Cleo (Yalitza Aparicio) and Senora Teresa (Verónica García) walking amid student protesters in Roma. (Carlos Somonte / Netflix)

You don’t have to know anything about Mexican politics to understand the film. Watch the movie first, then go here to learn more: http://time.com/5478382/roma-movie-mexican-history/

This movie is director Alfonso Cuaron’s love letter to his childhood maid, Libo. I was happy to see a movie about an indigenous woman and it’s HER STORY told from HER point of view. Yalitza Aparicio is the first indigenous woman to earn an Oscar nomination for Best Actress (and this is her first acting role ever). I think Glenn Close will win that category, but Arparicio deserves her nomination. I know for sure this movie will at least win Best Director at the Academy Awards. It’s a beautiful film.

Nine out of Ten Mocha Angels.

Roma is rated “R” for graphic nudity, some disturbing images, and language.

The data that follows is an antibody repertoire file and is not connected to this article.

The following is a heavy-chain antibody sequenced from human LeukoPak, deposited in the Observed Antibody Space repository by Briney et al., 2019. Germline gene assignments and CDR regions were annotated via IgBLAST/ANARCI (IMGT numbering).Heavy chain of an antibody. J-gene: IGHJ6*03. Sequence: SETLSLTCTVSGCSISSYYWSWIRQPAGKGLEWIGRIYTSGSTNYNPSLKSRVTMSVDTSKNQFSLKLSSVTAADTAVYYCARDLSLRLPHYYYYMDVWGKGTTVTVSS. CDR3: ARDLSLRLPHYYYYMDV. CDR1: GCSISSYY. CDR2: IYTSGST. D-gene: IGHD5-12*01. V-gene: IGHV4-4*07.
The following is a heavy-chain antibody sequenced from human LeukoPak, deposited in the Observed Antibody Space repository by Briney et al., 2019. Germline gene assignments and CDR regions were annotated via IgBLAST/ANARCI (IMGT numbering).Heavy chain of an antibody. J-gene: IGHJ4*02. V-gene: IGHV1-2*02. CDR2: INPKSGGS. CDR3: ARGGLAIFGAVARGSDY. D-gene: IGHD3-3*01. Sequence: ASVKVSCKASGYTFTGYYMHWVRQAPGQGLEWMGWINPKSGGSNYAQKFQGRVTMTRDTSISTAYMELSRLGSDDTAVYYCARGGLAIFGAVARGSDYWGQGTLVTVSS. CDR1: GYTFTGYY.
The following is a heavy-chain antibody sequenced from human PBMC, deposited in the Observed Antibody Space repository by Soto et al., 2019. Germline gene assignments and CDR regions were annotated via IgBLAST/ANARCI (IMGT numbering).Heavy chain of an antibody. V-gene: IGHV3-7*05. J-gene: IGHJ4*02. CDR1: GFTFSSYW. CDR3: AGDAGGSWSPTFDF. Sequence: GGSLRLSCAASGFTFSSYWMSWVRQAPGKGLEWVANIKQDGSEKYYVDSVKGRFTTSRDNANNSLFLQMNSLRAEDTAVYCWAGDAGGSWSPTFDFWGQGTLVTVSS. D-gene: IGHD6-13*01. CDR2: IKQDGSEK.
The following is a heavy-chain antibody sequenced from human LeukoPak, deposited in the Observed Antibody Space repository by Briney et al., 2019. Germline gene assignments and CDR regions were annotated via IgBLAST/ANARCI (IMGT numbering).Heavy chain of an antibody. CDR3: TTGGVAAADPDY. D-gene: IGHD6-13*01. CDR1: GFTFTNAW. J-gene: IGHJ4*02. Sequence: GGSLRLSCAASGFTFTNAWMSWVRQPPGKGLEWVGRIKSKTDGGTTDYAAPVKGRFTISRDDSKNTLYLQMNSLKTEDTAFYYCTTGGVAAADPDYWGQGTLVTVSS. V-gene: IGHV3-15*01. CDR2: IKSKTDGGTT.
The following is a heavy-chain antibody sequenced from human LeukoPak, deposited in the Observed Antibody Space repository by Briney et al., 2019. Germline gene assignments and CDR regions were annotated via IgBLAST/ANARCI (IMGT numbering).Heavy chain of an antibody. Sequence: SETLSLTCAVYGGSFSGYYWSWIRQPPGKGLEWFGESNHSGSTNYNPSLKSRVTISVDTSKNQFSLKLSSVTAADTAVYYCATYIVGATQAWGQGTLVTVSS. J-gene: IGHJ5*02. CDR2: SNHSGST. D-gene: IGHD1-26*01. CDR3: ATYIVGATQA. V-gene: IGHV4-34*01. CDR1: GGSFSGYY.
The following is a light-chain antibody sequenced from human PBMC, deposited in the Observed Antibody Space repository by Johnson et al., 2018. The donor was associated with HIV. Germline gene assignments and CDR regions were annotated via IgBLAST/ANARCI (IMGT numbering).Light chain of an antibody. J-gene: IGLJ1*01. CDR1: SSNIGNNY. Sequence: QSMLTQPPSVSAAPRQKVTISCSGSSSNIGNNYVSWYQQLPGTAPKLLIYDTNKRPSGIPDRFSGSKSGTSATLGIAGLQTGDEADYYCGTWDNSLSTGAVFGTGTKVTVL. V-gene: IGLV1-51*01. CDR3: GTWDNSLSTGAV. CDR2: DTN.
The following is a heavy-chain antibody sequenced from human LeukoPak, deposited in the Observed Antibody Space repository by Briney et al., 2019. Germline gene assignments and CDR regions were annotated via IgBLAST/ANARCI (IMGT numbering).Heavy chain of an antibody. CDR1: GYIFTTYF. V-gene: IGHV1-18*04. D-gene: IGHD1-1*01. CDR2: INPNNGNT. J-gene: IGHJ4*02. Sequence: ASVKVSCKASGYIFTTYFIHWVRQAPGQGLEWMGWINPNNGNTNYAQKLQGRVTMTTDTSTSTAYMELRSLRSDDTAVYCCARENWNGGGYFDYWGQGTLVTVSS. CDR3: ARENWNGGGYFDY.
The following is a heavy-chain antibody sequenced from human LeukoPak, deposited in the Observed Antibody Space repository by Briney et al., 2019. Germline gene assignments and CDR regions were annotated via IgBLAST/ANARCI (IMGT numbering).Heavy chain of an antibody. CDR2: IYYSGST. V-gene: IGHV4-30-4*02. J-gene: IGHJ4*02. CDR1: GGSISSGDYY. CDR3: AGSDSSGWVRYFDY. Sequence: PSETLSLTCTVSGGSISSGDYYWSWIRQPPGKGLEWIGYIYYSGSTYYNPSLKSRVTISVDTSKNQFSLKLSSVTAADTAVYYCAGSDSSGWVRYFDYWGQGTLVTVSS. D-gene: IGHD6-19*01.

Up next: My Oscar predictions. Who should win and who will win.

#metoo on a million little things (ABC)

The body is the crime scene.

That is why recovering from sexual assault is so difficult. Perpetrators can walk away. The victim can never get away. Victims are also told, “It’s your fault.” Bullshit. Gaslighting at it’s finest.

ABC’s rookie drama a million little things addressed sexual assault this past Thursday. Episode 14 “someday” finally gave us the answer as to why Regina (Christina Moses) and her mother Shelly (Romy Rosemont) have such a difficult relationship. Shelly is a passive-aggressive and overbearing mother in the same vein as Marie Barone (Everybody Loves Raymond) and Emily Gilmore (Gilmore Girls), minus the humor.

Rome (Romany Malco, Jr) and Regina (Christina Moses) (ABC/Jack Rowand)